This article is part of the Guardian’s World Cup 2022 Experts’ Network, a cooperation between some of the best media organisations from the 32 countries who qualified. theguardian.com is running previews from two countries each day in the run-up to the tournament kicking off on 20 November.
The situation heading into a tournament has never been this clear. Nine of the 11 starting places feel cemented; the remaining two are anybody’s guess – but not because there are no good options, quite the contrary. Zlatko Dalic has three or four players competing for each of those (right-wing and centre-forward) and will decide who gets the nod on a game-to-game basis, depending on the opponent and player form. What is particularly pleasing, given that in the past the manager had been known to engage in plenty of unnecessary experiments, is that he is now fully settled on an approach and has made that very clear.
“I won’t change the way we play,” he said ahead of the deciding Nations League matches that ultimately ended with Croatia winning a group consisting of France, Denmark and Austria. “When you have a midfield like ours, you have to strive to move the ball and create your chances through possession. We must play out of the back and when midfielders don’t have to drop deep to get the ball we are more dangerous. We’ll press when possible, and when not, we’ll defend in a block.”
The 4-3-3 formation is definitely Dalic’s primary choice, with 4-2-3-1 as a backup. And although the midfield trio have more than 300 caps between them, there have been changes elsewhere – particularly in defence, with starting centre-backs aged 22 and 20 who are much more mobile and confident on the ball than their veteran predecessors. Most of the 2018 silver-medal winning squad has been replaced and there are important additions even since last year’s Euros, such as Josip Sutalo and Borna Sosa.
Somehow it all fell into place for Zlatko Dalic. He’s been through some depressing times and embarrassing defeats since the last World Cup, as signs of complacency and a rift within the squad took hold. However, he managed to reunite and reshape the team with fresh additions, emerging with renewed confidence and public approval – although not quite like the 2018 mass worship. His priest-like public persona and persistent talk of humility may have worn a little thin but he is certainly not meek: just ask Milan’s Ante Rebic, who has not been a part of the team since Euro 2020.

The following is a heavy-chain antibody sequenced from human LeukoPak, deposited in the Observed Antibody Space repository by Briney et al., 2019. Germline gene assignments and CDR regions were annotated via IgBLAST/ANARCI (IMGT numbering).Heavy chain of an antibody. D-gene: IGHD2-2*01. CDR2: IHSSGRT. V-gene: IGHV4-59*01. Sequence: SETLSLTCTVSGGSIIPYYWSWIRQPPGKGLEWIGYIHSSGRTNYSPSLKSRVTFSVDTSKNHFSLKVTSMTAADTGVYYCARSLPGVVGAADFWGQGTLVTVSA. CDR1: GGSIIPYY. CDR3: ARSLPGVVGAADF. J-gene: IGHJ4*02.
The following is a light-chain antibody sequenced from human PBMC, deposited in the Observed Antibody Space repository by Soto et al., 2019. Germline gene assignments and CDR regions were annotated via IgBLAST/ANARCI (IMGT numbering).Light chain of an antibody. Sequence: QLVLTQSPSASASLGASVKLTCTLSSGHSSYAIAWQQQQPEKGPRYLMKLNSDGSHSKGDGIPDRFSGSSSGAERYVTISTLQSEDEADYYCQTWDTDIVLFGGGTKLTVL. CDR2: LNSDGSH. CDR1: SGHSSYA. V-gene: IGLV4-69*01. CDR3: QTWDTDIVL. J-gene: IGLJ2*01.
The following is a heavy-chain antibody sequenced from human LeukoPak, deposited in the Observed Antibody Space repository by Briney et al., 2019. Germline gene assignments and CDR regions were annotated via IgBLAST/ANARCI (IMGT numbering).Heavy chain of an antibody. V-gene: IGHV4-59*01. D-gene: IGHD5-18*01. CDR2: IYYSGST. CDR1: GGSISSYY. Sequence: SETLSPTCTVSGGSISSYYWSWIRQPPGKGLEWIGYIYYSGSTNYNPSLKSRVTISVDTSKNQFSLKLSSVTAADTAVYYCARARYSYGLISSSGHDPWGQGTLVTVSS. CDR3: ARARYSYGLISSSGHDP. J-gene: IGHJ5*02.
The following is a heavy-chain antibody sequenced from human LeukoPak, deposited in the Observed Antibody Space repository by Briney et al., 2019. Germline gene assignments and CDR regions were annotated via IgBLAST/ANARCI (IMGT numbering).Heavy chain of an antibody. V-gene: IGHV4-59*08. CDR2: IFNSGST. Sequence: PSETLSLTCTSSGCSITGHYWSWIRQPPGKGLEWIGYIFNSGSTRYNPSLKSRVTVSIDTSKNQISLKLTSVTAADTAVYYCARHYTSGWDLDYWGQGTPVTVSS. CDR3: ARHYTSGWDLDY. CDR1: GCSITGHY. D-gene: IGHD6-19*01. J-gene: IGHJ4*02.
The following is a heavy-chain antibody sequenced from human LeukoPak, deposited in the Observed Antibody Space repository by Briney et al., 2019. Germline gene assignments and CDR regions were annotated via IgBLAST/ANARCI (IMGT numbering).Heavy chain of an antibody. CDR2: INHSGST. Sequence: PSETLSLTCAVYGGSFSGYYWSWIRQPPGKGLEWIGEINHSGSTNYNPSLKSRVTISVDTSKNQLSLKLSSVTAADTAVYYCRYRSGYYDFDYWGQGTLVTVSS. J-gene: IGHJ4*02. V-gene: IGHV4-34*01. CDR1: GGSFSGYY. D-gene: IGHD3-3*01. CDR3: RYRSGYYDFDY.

Luka Modric. Cliches on ageing like wine aside, the 37-year-old captain is still fully deserving of his undoubted status as the team’s leader, its biggest star and MVP. You will see him work just as hard and run at least as much as any of his younger teammates. And if time has slowed him down at all, it has not taken its toll on the speed of his thinking or on his creativity, which are as incredible as they ever were.
Marcelo Brozovic used to be unreliable, inconsistent and without a fully defined position or role in the team; now he’s pretty much the opposite in all those aspects. With time, Brozovic has settled in the holding midfielder position and Croatia have benefited because they have lacked that type of player in the past (certainly before the 2018 World Cup, which is when he made it his domain). It is where Brozovic’s seemingly endless stamina works best with both his physical and technical capacities. Virtually irreplaceable.
The dark side of the World Cup has been documented in various sections of the media, albeit usually without suggesting the players should concern themselves with such things, which they don’t. None of them have spoken up – and neither have the fans, really. As for the people in charge, they not only sent the team to Doha for a friendly tournament in March but in September assembled an impromptu under-23 selection of players who did not make the senior or under-21 squad for a friendly against Qatar’s senior team. Croatia won 3-0.
Originally a mid-19th-century poem by diplomat turned poet Antun Mihanovic, and composed by Josip Runjanin, at the time a young military cadet who also dabbled in music. It gained wider popularity in the 20th century and four of the original 14 verses were adapted into the national anthem titled Lijepa Nasa Domovino (Our Beautiful Homeland). The lyrics contain no war cries and nor does the anthem they address God; it can be summarised as “Our land is so nice and we love it.” Since 1991 some politicians and all athletes have been singing it with their right hand on their hearts.
All-time cult hero
Ivica Olic. “What does a defender do when he sees Ivica Olic doing stepovers?” the joke went at the height of the forward’s career. “He politely waits until Olic finishes, then takes the ball.” Maybe Olic would have struggled to go past a piece of garden furniture with his dribbling skills but he could outrun anyone – or at least he would try to, over and over again. Fans loved him for it, because he was old school and a true fighter. Since 2017, when he made an almost instant transition after his playing career came to an end, Olic has been the assistant manager on Dalic’s staff – interrupted only by a brief stint as CSKA Moscow head coach last year.
Aleksandar Holiga writes for Telesport. Follow him here on Twitter.